Social Justice Ireland, an independent think tank, recently published its 2022 socio-economic review. The review contains a detailed analysis of a wide range of issues which together form the basis of a just and sustainable society. It also sets out a series of detailed policy proposals which would achieve a more socially just Ireland.
The review discusses several issues of relevance to our sector.
State investment in early years services
The review notes the government’s ambitions set out in First 5, a Whole of Government Strategy for Babies, Young Children and their Families 2019-2028. Social Justice Ireland welcomes the strategy, particularly its “child-centred focus and inter-Departmental governance and implementation plan”. It also highlights the need for further state investment in early years services. It calls for a minimum increase of 0.1 per cent of GDP reaching 1 per cent of GDP by 2027 in line with the top-performing countries in the OECD. According to the review, “this level of investment is crucial to ensuring that all children have access to quality childcare and after-school care which supports their development and facilitates parents to participate in the labour market”.
The review compares Irish expenditure on education for three- to five-year-olds with our OECD peers. It notes that “Ireland had the second-lowest amount of expenditure at 0.3 per cent of GDP despite a trebling of public investment in childcare programmes between 2011 and 2016. In comparison, Iceland, Norway and Sweden spent between 1.1 and 0.9 per cent of GDP.” This is despite the fact that early childhood is the developmental stage where education can most effectively influence the development of children and help reverse disadvantages.
Staff terms and conditions
The review notes the challenges that exist for parents seeking high-quality, affordable services. The average fee for full-time childcare provision is €184 per week, with the highest being in the Dun Laoghaire-Rathdown area (€251 per week on average) and the lowest in Carlow (an average of €148 per week). The review underlines the fact that high costs for parents do not translate into high wages for staff in our sector. Citing Pobal’s most recent sector profile, it concludes that “a correlation between wages and fees could not be found”. The average hourly wage earned by staff working directly with children in 2019/2020 was €12.45. Furthermore, it notes that one out of every two staff in our sector earned less than the Living Wage rate for 2020 which was €12.30.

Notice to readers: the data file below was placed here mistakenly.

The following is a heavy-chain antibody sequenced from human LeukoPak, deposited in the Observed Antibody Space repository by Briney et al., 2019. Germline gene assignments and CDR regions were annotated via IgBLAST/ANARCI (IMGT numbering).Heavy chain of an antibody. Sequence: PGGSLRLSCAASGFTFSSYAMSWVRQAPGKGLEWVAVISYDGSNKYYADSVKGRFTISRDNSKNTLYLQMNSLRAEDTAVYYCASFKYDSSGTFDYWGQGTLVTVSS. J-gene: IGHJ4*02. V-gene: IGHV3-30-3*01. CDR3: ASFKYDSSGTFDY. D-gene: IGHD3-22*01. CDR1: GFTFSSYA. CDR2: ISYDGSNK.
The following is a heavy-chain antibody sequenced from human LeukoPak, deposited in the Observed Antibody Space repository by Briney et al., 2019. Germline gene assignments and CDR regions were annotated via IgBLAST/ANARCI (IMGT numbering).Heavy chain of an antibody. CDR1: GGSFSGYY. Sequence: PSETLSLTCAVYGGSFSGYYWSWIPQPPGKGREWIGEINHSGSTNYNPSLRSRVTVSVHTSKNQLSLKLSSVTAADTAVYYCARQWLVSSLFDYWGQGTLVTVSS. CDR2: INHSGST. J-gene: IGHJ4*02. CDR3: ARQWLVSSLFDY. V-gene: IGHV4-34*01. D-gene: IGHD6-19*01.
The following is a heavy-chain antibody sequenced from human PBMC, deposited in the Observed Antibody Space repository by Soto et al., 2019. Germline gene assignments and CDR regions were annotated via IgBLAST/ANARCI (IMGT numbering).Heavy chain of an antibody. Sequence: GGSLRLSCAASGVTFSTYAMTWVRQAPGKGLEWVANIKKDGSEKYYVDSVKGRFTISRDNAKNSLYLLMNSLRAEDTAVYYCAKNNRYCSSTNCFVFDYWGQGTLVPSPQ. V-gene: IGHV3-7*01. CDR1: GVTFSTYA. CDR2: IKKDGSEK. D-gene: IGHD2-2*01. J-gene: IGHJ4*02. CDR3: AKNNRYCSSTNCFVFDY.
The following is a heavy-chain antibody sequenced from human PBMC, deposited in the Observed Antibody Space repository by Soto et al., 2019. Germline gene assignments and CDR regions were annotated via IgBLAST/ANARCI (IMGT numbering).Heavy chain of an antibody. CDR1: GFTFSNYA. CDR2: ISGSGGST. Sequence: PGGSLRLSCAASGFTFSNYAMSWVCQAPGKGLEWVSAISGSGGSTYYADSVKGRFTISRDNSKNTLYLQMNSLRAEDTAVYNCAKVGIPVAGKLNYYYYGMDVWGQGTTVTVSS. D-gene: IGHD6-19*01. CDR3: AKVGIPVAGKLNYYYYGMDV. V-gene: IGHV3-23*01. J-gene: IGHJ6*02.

Access to services
The lack of early years and school age care services in some parts of the country are also cited as a contributory factor to the challenges migrants face when trying to establish productive lives and integrate into Irish society. The review also notes the challenges in accessing services in remote and rural parts of Ireland. It calls on the government to provide better quality public services in these regions. According to the report, “improved and expanded public services…will contribute to regional attractiveness in remote and rural areas, provide the social and economic infrastructure to ensure that those who live there…have access to quality public services and a better quality of life.”
The review also argues that the Irish state should provide what they describe as “Universal Basic Services”, a concept developed by the Institute for Global Prosperity in 2017 and expanded on in recent academic papers. Universal Basic Services would include things like basic healthcare and education, including early childhood education. They are things that all people in society would benefit from and utilise at some point in their lives. According to the report, providing these services universally would be the most effective way to serve the needs of society.
For more information on our work, please contact our Policy Team.